Rolls Royce | Luxury In Two Words


We all need icons, and the Rolls-Royce legend is more alive than ever.


I have never been particularly good at drawing. As a little boy, such was my talent (or lack of it), that after finishing my drawings I always had to explain what my chaotic scribblings meant. There was only one thing I could confidently draw: a Rolls-Royce. Its iconic radiator with the “Spirit of Ecstasy” made my life easier and every single person I showed my scribblings to could see in them the world’s best-known symbol of supreme motoring excellence. It felt great. And I could never stop dreaming of sitting in one of them.

Rolls-Royce Dawn. Western Cape, South Africa | Photography by James Lipman

Since 1906, Rolls-Royce has always set new benchmarks in the construction of grand cars of the highest quality and refinement. Known as the Steinway of the roads, each car is a unique masterpiece produced from the best materials by the hands of craftsmen. In 1910, the year in which pioneer aviator Charles Rolls died in an accident at the Bournemouth air show, the Silver Ghost had become the most desirable luxury motorcar in the world. The car of monarchs, captains of industry and rock stars, Rolls-Royce is a hallmark for luxury.

In 1925 the Phantom I was introduced with a 7.4-liter overhead valve six-cylinder engine. Ninety-two years later, Rolls-Royce recently unveiled to the public in Mayfair (London) the Phantom VIII, rightfully introduced as the “grandest car ever”. Completely revamped, the car keeps its distinctive shape, testament to its classic design, but is a myriad of technical improvements that will have its owners experience the smoothest ride ever.

Staggering Specs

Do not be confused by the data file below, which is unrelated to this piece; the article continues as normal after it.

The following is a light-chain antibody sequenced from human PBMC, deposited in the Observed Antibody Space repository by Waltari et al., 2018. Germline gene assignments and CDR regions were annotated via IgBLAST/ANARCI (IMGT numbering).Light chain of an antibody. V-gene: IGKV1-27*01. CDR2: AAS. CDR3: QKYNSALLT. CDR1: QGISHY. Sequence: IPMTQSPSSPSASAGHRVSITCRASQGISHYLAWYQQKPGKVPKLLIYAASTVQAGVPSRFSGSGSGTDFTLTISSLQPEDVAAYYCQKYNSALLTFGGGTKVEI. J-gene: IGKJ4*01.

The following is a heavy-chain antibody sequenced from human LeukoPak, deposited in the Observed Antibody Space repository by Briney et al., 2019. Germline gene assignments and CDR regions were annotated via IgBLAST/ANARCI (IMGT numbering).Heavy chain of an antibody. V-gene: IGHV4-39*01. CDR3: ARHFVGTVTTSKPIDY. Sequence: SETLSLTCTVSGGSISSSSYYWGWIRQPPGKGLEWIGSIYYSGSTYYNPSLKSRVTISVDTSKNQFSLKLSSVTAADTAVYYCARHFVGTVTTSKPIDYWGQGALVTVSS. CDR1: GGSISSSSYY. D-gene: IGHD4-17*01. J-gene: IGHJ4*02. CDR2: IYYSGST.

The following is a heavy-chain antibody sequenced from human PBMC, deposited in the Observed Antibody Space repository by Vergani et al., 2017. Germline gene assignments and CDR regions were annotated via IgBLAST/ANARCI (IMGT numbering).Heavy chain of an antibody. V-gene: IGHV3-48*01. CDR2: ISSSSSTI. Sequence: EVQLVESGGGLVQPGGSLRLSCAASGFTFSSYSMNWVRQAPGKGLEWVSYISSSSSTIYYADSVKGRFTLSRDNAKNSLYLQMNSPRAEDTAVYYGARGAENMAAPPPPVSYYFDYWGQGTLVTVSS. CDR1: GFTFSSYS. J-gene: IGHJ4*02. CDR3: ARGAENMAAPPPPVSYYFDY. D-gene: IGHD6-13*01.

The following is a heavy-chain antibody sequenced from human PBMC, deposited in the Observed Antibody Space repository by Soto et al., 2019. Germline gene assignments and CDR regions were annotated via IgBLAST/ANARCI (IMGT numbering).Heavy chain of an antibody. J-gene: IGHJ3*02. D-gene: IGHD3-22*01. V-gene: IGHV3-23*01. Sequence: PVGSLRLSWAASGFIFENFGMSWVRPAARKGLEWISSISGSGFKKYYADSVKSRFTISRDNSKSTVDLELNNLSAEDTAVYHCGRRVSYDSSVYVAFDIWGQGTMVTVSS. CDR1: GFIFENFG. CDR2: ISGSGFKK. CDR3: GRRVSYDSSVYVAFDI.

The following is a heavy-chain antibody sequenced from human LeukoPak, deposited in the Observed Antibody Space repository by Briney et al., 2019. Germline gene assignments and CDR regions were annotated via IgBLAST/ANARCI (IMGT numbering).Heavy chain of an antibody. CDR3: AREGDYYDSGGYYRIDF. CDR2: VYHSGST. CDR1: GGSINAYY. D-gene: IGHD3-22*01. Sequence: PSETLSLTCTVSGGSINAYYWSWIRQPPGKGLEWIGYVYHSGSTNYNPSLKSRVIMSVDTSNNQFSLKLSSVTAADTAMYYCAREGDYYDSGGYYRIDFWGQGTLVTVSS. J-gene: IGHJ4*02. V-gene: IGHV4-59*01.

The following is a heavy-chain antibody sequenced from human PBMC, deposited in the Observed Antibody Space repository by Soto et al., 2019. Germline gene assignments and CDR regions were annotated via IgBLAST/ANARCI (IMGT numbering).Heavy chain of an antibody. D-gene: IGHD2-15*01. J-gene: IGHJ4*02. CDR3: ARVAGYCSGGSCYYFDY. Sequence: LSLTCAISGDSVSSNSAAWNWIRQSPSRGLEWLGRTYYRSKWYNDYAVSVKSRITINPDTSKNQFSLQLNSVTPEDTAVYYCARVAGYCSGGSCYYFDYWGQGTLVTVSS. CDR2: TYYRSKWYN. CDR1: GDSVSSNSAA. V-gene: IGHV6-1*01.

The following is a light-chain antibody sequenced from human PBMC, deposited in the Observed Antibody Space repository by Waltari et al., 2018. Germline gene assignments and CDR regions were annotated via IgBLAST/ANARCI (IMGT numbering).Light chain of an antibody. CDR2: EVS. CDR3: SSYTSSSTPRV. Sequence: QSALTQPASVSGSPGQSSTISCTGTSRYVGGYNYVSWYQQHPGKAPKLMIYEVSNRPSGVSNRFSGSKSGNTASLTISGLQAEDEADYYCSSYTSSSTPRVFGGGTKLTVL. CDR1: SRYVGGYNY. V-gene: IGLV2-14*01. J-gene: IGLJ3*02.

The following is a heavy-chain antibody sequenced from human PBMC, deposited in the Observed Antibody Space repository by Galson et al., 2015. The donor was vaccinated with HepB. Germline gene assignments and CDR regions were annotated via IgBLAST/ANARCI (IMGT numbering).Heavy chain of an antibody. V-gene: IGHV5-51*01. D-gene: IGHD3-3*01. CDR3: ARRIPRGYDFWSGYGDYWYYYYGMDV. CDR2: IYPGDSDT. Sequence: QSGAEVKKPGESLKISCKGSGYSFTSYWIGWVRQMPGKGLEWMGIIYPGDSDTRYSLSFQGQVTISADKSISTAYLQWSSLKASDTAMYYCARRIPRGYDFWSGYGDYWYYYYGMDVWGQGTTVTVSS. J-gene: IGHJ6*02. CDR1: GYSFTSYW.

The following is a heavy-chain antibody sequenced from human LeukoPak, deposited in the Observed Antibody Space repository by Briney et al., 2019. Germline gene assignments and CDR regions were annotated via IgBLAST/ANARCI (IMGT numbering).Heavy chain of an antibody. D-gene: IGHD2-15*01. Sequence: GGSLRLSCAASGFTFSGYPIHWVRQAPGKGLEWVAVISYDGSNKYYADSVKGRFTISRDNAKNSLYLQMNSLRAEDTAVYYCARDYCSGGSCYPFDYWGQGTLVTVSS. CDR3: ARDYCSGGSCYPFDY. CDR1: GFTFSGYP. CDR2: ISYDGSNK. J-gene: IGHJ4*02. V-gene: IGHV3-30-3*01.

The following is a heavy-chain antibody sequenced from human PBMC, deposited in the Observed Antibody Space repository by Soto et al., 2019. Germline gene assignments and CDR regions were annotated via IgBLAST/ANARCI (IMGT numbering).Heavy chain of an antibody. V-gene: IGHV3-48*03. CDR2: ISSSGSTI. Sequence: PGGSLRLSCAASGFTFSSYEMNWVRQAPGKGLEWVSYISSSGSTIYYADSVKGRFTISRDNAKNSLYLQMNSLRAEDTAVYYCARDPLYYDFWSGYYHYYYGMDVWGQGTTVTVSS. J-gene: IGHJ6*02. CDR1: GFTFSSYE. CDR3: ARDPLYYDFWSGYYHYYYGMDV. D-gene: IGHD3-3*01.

• 100-percent new chassis. Improves propulsion, traction and car’s overall rigidity
  • New 6.75-liter, V12 turbocharged engine and 563 bhp
  • Max speed: 155mph
  • 0-60 mph in 5.3 seconds
  • Four-wheel steering
  • Starting price: €375,000 ($440,000)

From the exterior, its gravitas is simply unrivaled. The Phantom VIII’s scale is a class of its own (5.76m long for the standard version, 5.98m for the extended version) and its pure and elegant lines beautifully accomplish the challenge of renovating an old car that feels both fresh and familiar.

The interior has been engineered to be smooth and silent; so silent that the house prides itself of having achieved the quietest Rolls-Royce ever created, where “the loudest sound is your heartbeat”. The limitless range of bespoke possibilities will be highly appreciated by potential buyers, who very often collect art, jewelry, fine watches and many more precious artifacts. So it follows perhaps these individuals would like to customize their car with silken seats and hand-woven ceilings. And that is precisely what the Serenity version features, with painted details that will remind owners of a Japanese garden. According to Rolls-Royce, each silk panel inside the car can take up to 600 hours of work…

Now owned by BMW, Rolls-Royce cars are still built in the Rolls-Royce factories in England by many of the same craftsmen and sons of those craftsmen, who have seen to the construction of Rolls-Royce motor cars for decades. It is thanks to tradition and constant, never ending perfectionism that Rolls-Royce is still the king of luxury cars.

Photography by Rolls-Royce Motor Cars

If today I were brave enough to try to draw again, I am confident any child would recognize the unmistakable silhouette of a Rolls-Royce. We all need icons, and the Rolls-Royce legend is more alive than ever.


Written by Javier De la Rosa, Founder & CEO of Barcelona Classic Cars
Header photo courtesy of Rolls-Royce Motor Cars